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In The Days of Giants A Book of Norse Tales

Page: 39

The gods looked at one another, their mouths drooping. Who would do this thing and bear the fury of the angry wolf when he should find himself tricked and captured? Yet this was their only chance to bind the monster and protect Asgard from danger. At last bold Tŷr stepped forward, the bravest of all the Æsir. "Open your mouth, Fenrir," he cried, with a laugh. "I will pledge my hand to the trial."

Then the wolf yawned his great jaws, and Tŷr thrust in his good right hand, knowing full well that he was to lose it in the game. The Æsir stepped up with the dwarfs' magic chain, and Fenrir let them fasten it about his feet. But when the bonds were drawn tight, he began to struggle; and the more he tugged, the tighter drew the chain, so that he soon saw himself to be entrapped. Then how he writhed and kicked, howled and growled, in his terrible rage! How the heavens trembled108 and the earth shook below! The Æsir set up a laugh to see him so helpless—all except Tŷr; for at the first sound of laughter the wolf shut his great mouth with a click, and poor brave Tŷr had lost the right hand which had done so many heroic deeds in battle, and which would never again wave sword before the warriors whom he loved and would help to win the victory. But great was the honor which he won that day, for without his generous deed the Fenris wolf could never have been captured.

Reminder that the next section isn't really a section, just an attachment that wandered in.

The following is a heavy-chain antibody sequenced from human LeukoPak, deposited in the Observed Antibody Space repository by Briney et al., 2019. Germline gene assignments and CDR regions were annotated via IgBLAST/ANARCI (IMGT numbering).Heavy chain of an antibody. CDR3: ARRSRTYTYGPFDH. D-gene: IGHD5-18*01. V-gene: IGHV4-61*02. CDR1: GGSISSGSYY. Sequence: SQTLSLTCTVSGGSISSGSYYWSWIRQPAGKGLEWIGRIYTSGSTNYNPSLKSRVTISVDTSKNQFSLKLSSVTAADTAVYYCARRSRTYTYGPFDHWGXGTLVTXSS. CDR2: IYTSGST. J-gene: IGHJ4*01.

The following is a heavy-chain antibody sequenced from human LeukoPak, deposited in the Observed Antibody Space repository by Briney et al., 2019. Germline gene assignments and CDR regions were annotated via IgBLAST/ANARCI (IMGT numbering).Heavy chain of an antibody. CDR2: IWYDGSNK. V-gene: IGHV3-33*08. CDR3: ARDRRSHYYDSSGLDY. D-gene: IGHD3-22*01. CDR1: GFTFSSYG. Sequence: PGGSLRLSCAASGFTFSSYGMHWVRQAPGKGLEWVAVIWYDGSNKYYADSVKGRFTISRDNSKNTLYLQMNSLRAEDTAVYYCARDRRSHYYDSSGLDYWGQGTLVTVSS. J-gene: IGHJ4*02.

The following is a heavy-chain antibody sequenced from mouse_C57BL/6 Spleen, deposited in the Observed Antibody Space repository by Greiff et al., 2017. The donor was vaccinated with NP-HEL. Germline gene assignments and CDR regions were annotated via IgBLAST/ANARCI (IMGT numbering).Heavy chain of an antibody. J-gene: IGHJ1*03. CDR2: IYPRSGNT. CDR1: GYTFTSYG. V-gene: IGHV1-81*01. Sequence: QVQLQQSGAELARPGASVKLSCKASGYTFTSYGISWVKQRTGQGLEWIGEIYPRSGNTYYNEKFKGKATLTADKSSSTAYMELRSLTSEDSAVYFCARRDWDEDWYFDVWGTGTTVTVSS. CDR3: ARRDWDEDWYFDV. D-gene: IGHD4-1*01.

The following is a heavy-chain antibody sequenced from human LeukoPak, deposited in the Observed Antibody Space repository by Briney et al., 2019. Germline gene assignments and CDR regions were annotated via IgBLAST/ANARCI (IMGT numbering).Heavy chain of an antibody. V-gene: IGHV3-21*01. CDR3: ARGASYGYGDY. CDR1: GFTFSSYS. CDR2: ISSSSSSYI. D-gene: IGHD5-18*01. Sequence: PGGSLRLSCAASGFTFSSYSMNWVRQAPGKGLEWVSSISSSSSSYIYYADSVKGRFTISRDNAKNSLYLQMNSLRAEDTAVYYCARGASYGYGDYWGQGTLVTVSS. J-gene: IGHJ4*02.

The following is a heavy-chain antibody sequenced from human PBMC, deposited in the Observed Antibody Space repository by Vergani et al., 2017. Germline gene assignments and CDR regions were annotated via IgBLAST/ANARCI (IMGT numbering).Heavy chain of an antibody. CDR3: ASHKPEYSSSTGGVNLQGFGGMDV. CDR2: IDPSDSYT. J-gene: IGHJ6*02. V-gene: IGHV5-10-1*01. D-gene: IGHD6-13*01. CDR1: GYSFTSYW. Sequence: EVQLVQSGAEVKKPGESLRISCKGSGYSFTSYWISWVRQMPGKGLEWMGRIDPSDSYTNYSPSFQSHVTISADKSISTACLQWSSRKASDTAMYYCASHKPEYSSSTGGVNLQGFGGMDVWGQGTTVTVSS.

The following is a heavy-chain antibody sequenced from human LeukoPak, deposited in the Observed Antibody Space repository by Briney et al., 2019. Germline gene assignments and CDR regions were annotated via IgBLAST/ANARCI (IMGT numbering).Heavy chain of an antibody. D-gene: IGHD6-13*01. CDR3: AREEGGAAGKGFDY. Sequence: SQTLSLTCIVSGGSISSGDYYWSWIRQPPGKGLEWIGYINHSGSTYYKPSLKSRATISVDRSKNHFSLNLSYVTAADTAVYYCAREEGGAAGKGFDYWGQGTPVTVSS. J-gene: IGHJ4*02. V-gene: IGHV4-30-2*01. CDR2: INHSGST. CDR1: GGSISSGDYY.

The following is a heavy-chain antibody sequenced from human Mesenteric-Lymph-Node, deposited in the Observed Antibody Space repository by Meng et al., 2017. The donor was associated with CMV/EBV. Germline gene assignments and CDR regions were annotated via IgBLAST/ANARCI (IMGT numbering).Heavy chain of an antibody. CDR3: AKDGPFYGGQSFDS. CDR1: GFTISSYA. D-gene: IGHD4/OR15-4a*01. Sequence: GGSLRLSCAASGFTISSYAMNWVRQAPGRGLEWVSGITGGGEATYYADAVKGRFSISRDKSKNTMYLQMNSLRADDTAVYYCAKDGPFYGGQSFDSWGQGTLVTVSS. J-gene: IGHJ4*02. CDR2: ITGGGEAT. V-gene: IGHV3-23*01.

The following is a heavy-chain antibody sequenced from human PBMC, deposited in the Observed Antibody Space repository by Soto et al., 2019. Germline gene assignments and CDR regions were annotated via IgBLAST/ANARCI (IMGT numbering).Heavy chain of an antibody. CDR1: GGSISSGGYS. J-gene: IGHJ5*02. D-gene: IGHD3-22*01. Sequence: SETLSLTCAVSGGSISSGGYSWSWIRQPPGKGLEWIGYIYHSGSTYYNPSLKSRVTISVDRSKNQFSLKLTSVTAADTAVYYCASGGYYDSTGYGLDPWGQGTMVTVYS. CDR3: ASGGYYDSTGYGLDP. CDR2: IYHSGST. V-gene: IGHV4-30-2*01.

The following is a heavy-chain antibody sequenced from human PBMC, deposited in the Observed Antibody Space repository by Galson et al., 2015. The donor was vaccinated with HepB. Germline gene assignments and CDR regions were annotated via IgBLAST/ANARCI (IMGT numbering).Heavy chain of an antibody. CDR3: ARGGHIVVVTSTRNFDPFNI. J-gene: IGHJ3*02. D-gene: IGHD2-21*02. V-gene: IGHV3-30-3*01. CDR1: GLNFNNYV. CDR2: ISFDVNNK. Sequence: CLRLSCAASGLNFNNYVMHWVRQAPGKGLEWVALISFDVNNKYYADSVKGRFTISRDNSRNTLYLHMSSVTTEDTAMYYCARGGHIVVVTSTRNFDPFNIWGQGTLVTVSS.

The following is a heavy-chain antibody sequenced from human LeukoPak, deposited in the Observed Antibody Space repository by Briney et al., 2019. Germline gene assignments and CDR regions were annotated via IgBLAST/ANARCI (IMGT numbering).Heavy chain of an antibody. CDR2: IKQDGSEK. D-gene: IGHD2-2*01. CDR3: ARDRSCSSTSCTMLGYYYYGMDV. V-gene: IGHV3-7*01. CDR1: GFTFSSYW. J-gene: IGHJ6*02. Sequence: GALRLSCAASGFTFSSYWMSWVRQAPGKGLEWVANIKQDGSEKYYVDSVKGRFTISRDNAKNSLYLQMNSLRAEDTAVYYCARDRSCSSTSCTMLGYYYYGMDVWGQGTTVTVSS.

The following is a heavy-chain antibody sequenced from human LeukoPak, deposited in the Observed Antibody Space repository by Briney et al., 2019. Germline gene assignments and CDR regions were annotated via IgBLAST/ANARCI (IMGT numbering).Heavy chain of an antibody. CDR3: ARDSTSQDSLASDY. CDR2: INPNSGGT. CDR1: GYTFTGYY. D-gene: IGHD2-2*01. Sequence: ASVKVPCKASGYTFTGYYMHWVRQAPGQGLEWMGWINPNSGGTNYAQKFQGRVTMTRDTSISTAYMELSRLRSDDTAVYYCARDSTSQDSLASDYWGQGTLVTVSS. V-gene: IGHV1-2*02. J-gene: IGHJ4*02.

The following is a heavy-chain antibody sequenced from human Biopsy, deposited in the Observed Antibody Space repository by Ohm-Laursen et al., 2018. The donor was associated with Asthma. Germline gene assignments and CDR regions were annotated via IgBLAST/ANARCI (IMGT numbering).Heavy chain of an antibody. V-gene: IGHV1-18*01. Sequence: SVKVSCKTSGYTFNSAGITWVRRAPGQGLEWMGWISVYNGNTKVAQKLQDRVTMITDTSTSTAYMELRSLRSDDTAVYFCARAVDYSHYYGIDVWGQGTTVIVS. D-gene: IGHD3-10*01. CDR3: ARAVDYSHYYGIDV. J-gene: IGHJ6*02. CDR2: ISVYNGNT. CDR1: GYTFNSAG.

And now the monster was safely secured by the strong chain which the dwarfs had made, and all his struggles to be free were in vain, for they only bound the silken rope all the tighter. The Æsir took one end of the chain and fastened it through a big rock which they planted far down in the earth, as far as they could drive it with a huge hammer of stone. Into the wolf's great mouth they thrust a sword crosswise, so that the hilt pierced his lower jaw while the point stuck through the upper one; and there in the heart of the world he lay howling and growling, but quite unable to move. Only109 the foam which dripped from his angry jaws trickled away and over the earth until it formed a mighty river; from his wicked mouth also came smoke and fire, and the sound of his horrible growls. And when men hear this and see this they run away as fast as they can, for they know that danger still lurks near where the Fenris wolf lies chained in the depths of the earth; and here he will lie until Ragnarök,—until the end of all things.


110

THE QUEST OF THE HAMMER

One morning Thor the Thunderer awoke with a yawn, and stretching out his knotted arm, felt for his precious hammer, which he kept always under his pillow of clouds. But he started up with a roar of rage, so that all the palace trembled. The hammer was gone!


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